By BOB LABRIOLA
A lot of great things have happened during the 76-season history of the Pittsburgh Steelers, but few of those made the people who work there as happy as what happened on Tuesday.
Dick LeBeau, Coach Dad to so many of the Steelers players he has helped mold into productive professionals, was announced by the Pro Football Hall of Fame as one of two seniors nominees for induction into the Class of 2010.
"It's the job of the seniors committee to resurrect worthy candidates – players whom for whatever reason have fallen through the cracks," said Rick Gosselin of the Dallas Morning News, a member of both the Seniors Committee and the Selection Committee. "A player who ranks third all-time among pure cornerbacks in interceptions certainly is someone who has fallen through the cracks. Thirty-seven years was a long time for Dick LeBeau to wait for this chance at enshrinement. Too long. I thought he was the most worthy and deserving candidate on this year's slate."
The other player nominated by the Seniors Committee was Floyd Little.
Steelers fans know LeBeau as the inventor of the zone-blitz, the defensive scheme he created to combat the West Coast offense when the San Francisco 49ers were using that to terrorize the rest of the NFL in the 1980s. But his career in the NFL was about much more than that.
LeBeau, 71, has been in the NFL either as a coach or player for 51 years. He still holds the NFL record for playing in 171 consecutive games as a cornerback and is tied for seventh in NFL history with 62 career interceptions. At the time of his retirement with the Detroit Lions, LeBeau was third in career interceptions. He also appeared in three Pro Bowls.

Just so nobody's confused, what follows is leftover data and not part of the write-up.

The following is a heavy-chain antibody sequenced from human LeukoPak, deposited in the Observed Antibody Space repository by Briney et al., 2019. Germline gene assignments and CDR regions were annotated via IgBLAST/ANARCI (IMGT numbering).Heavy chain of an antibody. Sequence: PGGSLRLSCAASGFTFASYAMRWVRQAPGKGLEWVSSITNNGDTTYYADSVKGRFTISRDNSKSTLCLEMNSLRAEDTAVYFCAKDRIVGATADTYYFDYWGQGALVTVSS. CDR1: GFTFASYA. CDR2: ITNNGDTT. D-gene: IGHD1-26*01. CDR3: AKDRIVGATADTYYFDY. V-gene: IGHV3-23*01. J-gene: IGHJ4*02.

"He's a lock. And it's about time," said Ed Bouchette of the Pittsburgh Post-Gazette, another member of the Selection Committee. "He should have made it long ago as a player, and he's only added to his resume as a coach. Part of the problem was that there were a couple of other Detroit Lions who made the Hall of Fame, and people started asking, 'Why are all these Lions making the Hall of Fame and they never even won a championship.'"
The way the selection process for the Seniors goes like this:
The members of the Seniors Committee are provided a preliminary list of eligible nominees, a list that includes carry-over nominations from the previous year, first-time eligible candidates, and nominations from any outside source.
By way of a mail ballot the Committee members reduce the list to 15 Senior Nominee finalists. Five members of the nine-man Committee, selected on a rotating basis, are designated to attend the annual Seniors Committee meeting held in Canton, where they are charged with the responsibility of nominating two candidates from that list to be among the 17 finalists for Hall of Fame election.
Although the Senior Nominees will be presented to the full Selection Committee as two of the 17 finalists, their election to the Hall of Fame is not automatic. The Senior Nominees must receive the same minimum 80 percent of the vote as a Modern Era candidate to be elected.
"I've been advancing his cause for the last two years," said Peter King of Sports Illustrated and a member of the Selection Committee. "I feel sure I'm going to advance his cause every step of the way through the steps now to getting elected, and he deserves it."